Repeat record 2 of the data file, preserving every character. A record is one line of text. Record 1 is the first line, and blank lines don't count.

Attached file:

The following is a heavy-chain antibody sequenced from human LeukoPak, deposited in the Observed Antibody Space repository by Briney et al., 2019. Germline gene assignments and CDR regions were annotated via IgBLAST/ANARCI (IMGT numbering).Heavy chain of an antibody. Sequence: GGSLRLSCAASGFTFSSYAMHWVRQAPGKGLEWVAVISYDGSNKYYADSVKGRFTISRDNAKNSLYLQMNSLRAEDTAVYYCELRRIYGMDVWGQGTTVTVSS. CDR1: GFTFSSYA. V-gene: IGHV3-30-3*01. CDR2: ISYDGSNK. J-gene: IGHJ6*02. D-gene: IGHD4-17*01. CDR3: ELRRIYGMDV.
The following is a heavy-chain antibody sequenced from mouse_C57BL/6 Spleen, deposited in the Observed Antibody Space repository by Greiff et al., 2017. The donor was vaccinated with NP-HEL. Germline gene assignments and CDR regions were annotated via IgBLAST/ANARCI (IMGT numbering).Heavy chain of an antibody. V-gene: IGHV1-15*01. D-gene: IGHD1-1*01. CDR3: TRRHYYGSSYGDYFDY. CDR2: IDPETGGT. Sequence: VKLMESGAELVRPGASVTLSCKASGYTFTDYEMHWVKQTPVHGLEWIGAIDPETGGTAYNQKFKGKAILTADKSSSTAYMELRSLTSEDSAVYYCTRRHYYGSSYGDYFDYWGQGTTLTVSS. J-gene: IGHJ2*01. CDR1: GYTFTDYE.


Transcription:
The following is a heavy-chain antibody sequenced from mouse_C57BL/6 Spleen, deposited in the Observed Antibody Space repository by Greiff et al., 2017. The donor was vaccinated with NP-HEL. Germline gene assignments and CDR regions were annotated via IgBLAST/ANARCI (IMGT numbering).Heavy chain of an antibody. V-gene: IGHV1-15*01. D-gene: IGHD1-1*01. CDR3: TRRHYYGSSYGDYFDY. CDR2: IDPETGGT. Sequence: VKLMESGAELVRPGASVTLSCKASGYTFTDYEMHWVKQTPVHGLEWIGAIDPETGGTAYNQKFKGKAILTADKSSSTAYMELRSLTSEDSAVYYCTRRHYYGSSYGDYFDYWGQGTTLTVSS. J-gene: IGHJ2*01. CDR1: GYTFTDYE.